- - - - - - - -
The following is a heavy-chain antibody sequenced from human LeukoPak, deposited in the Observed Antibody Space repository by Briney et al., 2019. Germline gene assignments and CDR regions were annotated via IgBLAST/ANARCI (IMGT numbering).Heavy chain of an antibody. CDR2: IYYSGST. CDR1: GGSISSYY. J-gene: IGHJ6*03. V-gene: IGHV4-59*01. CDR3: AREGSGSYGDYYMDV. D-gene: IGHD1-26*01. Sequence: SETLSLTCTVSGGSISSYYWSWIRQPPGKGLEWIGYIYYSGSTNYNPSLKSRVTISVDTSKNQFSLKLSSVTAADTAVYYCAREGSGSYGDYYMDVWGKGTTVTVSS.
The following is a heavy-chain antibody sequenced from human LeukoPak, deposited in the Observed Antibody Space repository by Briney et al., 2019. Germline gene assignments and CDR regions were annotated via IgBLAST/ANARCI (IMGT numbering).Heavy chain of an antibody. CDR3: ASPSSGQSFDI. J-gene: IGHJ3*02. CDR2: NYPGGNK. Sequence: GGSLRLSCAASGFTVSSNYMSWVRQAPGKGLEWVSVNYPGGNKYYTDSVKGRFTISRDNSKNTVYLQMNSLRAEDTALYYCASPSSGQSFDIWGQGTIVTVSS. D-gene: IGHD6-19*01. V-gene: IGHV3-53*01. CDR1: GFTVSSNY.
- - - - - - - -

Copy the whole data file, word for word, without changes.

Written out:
The following is a heavy-chain antibody sequenced from human LeukoPak, deposited in the Observed Antibody Space repository by Briney et al., 2019. Germline gene assignments and CDR regions were annotated via IgBLAST/ANARCI (IMGT numbering).Heavy chain of an antibody. CDR2: IYYSGST. CDR1: GGSISSYY. J-gene: IGHJ6*03. V-gene: IGHV4-59*01. CDR3: AREGSGSYGDYYMDV. D-gene: IGHD1-26*01. Sequence: SETLSLTCTVSGGSISSYYWSWIRQPPGKGLEWIGYIYYSGSTNYNPSLKSRVTISVDTSKNQFSLKLSSVTAADTAVYYCAREGSGSYGDYYMDVWGKGTTVTVSS.
The following is a heavy-chain antibody sequenced from human LeukoPak, deposited in the Observed Antibody Space repository by Briney et al., 2019. Germline gene assignments and CDR regions were annotated via IgBLAST/ANARCI (IMGT numbering).Heavy chain of an antibody. CDR3: ASPSSGQSFDI. J-gene: IGHJ3*02. CDR2: NYPGGNK. Sequence: GGSLRLSCAASGFTVSSNYMSWVRQAPGKGLEWVSVNYPGGNKYYTDSVKGRFTISRDNSKNTVYLQMNSLRAEDTALYYCASPSSGQSFDIWGQGTIVTVSS. D-gene: IGHD6-19*01. V-gene: IGHV3-53*01. CDR1: GFTVSSNY.